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A New London Theater Aims to Stage a Revolution

Part of a glossy new development, the theater looks on to two of the city’s most recognizable landmarks: Tower Bridge and the Tower of London.


The theater opened with a new play, “Young Marx,” with Rory Kinnear, center, in the title role.

Manuel Harlan

It’s two miles to the east of London’s “Theaterland” but it is a world away from the cramped facilities of the West End’s Victorian venues, with their restrictive proscenium arch layouts. The Bridge’s auditorium is fully flexible. The stage for “Young Marx” extends into the audience; the audience sits on three sides, with seats raked over four tiers. Yet the space feels remarkably intimate, and even the cheap seats — costing under $20 — have decent sightlines.

Critics, lukewarm about the play but effusive about the venue, have been quick to point out the irony of opening London’s first wholly new, large-scale commercial theater in 80 years with a play about an critic of capitalism. Yet the theater is attempting to, well, bridge the usual approaches of the commercial and subsidized sectors in the UK.

For starters, it’s largely dedicated to new writing — a notoriously tricky sell at the box office. Few untested plays open in the West End. New writing can also suffer from a reputation for dry worthiness, a notion Mr. Hytner aims to dispel.

“New writing doesn’t have to be a ghettoized, virtuous thing,” he said. “These are new shows that aim to communicate widely. And if we’re ever going to find a ‘Curious Incident’ or ‘The History Boys,’ they’re going to be new things.”

Mr. Hytner also insisted that there is a big audience out there. “They flock to the shows they want to see,” he said. “A lot of them musicals, quite a lot of them not.”

Indeed, a raft of plays have transferred from subsidized theaters to the West End in recent years — including new writing from venues such as the Almeida (“Ink”; “King Charles III”) and the Royal Court (“The Ferryman”; “Hangmen”) as well as the National.

“New writing is always risky, but the work has been so good, audiences are more receptive now,” said Nica Burns, a West End producer who credits the increasing collaboration between subsidized and commercial theaters. “This is why we have such a healthy theater, with so many plays in the West End compared to Broadway.”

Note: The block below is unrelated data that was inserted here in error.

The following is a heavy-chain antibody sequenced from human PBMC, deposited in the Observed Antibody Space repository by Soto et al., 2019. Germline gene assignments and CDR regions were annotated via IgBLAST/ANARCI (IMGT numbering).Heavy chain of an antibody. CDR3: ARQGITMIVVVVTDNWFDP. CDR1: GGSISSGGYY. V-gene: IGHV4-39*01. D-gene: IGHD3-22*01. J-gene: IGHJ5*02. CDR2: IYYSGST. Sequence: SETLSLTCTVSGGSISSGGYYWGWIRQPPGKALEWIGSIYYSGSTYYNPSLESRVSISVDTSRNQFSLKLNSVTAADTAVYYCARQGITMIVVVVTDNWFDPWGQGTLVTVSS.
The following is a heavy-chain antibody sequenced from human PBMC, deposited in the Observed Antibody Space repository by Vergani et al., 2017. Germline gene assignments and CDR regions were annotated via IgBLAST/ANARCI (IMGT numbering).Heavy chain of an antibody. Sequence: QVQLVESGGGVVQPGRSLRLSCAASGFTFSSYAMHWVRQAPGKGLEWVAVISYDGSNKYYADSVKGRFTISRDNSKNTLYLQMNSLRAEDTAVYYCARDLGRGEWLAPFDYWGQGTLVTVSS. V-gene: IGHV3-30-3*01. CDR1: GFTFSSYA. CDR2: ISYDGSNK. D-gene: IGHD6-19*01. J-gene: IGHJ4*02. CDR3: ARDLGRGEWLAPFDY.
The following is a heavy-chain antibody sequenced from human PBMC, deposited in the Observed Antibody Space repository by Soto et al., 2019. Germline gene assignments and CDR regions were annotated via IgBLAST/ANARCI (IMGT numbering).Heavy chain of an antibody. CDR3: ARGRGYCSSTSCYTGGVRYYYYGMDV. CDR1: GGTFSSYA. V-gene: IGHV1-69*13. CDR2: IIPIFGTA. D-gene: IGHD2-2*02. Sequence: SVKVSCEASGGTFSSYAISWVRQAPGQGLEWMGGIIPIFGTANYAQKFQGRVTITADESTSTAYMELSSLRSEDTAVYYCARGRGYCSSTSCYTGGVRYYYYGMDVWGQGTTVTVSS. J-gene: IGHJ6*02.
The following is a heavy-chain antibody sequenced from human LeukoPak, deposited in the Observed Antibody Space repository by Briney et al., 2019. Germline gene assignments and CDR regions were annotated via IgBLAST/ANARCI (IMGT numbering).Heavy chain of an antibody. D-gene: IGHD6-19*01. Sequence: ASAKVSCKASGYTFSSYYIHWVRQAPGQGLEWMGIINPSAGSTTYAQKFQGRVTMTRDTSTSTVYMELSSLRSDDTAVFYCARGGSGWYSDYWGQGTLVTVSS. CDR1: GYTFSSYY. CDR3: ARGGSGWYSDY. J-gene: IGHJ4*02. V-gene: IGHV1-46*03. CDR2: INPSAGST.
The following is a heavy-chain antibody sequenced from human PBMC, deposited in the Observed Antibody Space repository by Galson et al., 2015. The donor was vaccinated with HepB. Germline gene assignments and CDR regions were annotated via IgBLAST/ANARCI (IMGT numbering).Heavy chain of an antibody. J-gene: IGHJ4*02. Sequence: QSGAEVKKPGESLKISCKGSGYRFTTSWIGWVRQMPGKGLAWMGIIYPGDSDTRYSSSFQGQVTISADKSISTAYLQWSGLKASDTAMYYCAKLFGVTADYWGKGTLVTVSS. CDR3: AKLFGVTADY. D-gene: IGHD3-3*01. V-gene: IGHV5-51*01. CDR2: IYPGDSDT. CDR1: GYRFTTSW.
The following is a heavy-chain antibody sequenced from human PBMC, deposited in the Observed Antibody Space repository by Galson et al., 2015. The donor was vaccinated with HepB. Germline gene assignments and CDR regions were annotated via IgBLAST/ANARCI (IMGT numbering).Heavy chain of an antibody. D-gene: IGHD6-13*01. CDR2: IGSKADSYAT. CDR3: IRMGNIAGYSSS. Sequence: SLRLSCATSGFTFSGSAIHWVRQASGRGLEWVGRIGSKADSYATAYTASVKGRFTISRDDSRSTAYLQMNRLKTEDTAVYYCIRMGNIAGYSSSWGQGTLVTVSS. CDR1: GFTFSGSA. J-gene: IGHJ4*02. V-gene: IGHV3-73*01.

At the National Theater, Mr. Hytner proved to have strong commercial instincts, tripling the organization’s annual income.

Richard Saker/Contour by Getty Images

The Bridge’s investors seem convinced that if an appetite for bold new plays has been nourished by thriving government-funded theaters and a culture of transfers, they can be originated in a commercial venue in the first place. The £12 million, or about $16 million, construction costs were raised upfront from venture capitalists.

But the model is based on the two Nicks’ experience running a building, and they’re deliberately swerving away from the more usual path of renting a theater.

“A West End producer puts up all the money, takes all the risk, and because there are so many fighting for relatively few theaters, they have to take the terms you’d expect,” Mr. Hytner said. He added that they don’t get the revenue from “the bars, the programs, the ice creams. I know from the National that the profit margin on ice-cream is something you want to keep!”

Owning the Bridge means Mr. Hytner and Mr. Starr have the opportunity to rake those retail profits in. But crucially, it also means they’ll avoid the particular pressure of budgeting on a show-by-show basis.

“We don’t have to show a return on every single play,” Mr. Hytner said. “It’s a cash-flow business. That graph can go up and down quite considerably, but if we play at over 75 percent we’re doing brilliantly. That’s not even really a target because if, say, ‘Julius Caesar’ plays to 95 percent it doesn’t really matter what the plays either side of it do.”

Such long-view financial flexibility will allow Mr. Hytner and Mr. Starr to program the work they like: “theater which is ambitious,” as Mr. Hytner defines it. And there’s surely another lesson from the subsidized sector: To be ambitious, you have to be able to afford to fail sometimes.

Mr. Hytner is evidently relieved to have shrugged off the burden of overseeing a national institution, however. “Everybody knows what a National Theater should be, what the repertoire should be,” he said. “The fact is that everyone, of course, knows differently.” Now, he is free to do as he pleases — just so long as what pleases him pleases the audience.

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